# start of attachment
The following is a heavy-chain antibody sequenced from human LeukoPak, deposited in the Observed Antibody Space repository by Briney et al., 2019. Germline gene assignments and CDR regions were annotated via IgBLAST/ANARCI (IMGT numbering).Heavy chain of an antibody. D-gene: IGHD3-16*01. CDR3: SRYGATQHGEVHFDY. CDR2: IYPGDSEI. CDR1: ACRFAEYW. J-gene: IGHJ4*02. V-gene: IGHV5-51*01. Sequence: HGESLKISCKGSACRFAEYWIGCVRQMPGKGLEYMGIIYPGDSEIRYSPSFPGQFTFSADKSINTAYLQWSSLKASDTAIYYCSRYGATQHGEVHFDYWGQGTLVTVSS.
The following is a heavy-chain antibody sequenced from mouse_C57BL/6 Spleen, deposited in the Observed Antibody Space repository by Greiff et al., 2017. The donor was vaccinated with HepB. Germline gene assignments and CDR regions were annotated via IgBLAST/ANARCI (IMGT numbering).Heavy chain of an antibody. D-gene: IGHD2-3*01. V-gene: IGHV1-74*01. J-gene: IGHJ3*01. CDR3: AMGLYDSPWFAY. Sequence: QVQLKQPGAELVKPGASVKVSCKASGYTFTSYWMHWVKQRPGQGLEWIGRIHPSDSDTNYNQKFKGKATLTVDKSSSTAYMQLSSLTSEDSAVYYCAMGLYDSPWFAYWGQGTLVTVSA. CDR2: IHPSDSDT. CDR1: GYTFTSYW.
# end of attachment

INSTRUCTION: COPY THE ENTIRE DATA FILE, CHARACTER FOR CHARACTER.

The following is a heavy-chain antibody sequenced from human LeukoPak, deposited in the Observed Antibody Space repository by Briney et al., 2019. Germline gene assignments and CDR regions were annotated via IgBLAST/ANARCI (IMGT numbering).Heavy chain of an antibody. D-gene: IGHD3-16*01. CDR3: SRYGATQHGEVHFDY. CDR2: IYPGDSEI. CDR1: ACRFAEYW. J-gene: IGHJ4*02. V-gene: IGHV5-51*01. Sequence: HGESLKISCKGSACRFAEYWIGCVRQMPGKGLEYMGIIYPGDSEIRYSPSFPGQFTFSADKSINTAYLQWSSLKASDTAIYYCSRYGATQHGEVHFDYWGQGTLVTVSS.
The following is a heavy-chain antibody sequenced from mouse_C57BL/6 Spleen, deposited in the Observed Antibody Space repository by Greiff et al., 2017. The donor was vaccinated with HepB. Germline gene assignments and CDR regions were annotated via IgBLAST/ANARCI (IMGT numbering).Heavy chain of an antibody. D-gene: IGHD2-3*01. V-gene: IGHV1-74*01. J-gene: IGHJ3*01. CDR3: AMGLYDSPWFAY. Sequence: QVQLKQPGAELVKPGASVKVSCKASGYTFTSYWMHWVKQRPGQGLEWIGRIHPSDSDTNYNQKFKGKATLTVDKSSSTAYMQLSSLTSEDSAVYYCAMGLYDSPWFAYWGQGTLVTVSA. CDR2: IHPSDSDT. CDR1: GYTFTSYW.